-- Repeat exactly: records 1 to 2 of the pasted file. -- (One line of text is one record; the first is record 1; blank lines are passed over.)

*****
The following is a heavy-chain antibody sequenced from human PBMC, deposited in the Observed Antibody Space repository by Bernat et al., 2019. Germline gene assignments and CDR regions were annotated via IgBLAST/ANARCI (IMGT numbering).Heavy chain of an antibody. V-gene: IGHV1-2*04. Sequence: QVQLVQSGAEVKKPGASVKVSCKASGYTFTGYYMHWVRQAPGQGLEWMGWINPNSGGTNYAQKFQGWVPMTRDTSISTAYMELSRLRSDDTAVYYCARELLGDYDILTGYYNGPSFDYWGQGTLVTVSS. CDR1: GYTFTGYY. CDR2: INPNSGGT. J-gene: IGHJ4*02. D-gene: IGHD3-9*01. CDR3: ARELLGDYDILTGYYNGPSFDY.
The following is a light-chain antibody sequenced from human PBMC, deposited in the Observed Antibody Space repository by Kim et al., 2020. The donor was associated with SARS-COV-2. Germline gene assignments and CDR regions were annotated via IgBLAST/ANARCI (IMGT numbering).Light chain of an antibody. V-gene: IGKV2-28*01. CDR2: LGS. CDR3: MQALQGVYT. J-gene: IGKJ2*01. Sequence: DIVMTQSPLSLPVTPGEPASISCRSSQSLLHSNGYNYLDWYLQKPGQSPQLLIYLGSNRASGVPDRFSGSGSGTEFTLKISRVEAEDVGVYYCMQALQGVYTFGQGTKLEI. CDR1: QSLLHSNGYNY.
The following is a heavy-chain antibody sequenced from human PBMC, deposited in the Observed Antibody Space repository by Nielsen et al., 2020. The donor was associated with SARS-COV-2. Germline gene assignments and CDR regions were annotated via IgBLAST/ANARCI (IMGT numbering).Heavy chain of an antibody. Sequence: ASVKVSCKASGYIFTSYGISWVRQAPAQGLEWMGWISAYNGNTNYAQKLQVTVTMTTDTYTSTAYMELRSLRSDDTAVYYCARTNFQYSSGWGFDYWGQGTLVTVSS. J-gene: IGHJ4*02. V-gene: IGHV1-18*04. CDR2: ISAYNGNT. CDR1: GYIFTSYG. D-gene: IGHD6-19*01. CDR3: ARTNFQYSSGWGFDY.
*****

The following is a heavy-chain antibody sequenced from human PBMC, deposited in the Observed Antibody Space repository by Bernat et al., 2019. Germline gene assignments and CDR regions were annotated via IgBLAST/ANARCI (IMGT numbering).Heavy chain of an antibody. V-gene: IGHV1-2*04. Sequence: QVQLVQSGAEVKKPGASVKVSCKASGYTFTGYYMHWVRQAPGQGLEWMGWINPNSGGTNYAQKFQGWVPMTRDTSISTAYMELSRLRSDDTAVYYCARELLGDYDILTGYYNGPSFDYWGQGTLVTVSS. CDR1: GYTFTGYY. CDR2: INPNSGGT. J-gene: IGHJ4*02. D-gene: IGHD3-9*01. CDR3: ARELLGDYDILTGYYNGPSFDY.
The following is a light-chain antibody sequenced from human PBMC, deposited in the Observed Antibody Space repository by Kim et al., 2020. The donor was associated with SARS-COV-2. Germline gene assignments and CDR regions were annotated via IgBLAST/ANARCI (IMGT numbering).Light chain of an antibody. V-gene: IGKV2-28*01. CDR2: LGS. CDR3: MQALQGVYT. J-gene: IGKJ2*01. Sequence: DIVMTQSPLSLPVTPGEPASISCRSSQSLLHSNGYNYLDWYLQKPGQSPQLLIYLGSNRASGVPDRFSGSGSGTEFTLKISRVEAEDVGVYYCMQALQGVYTFGQGTKLEI. CDR1: QSLLHSNGYNY.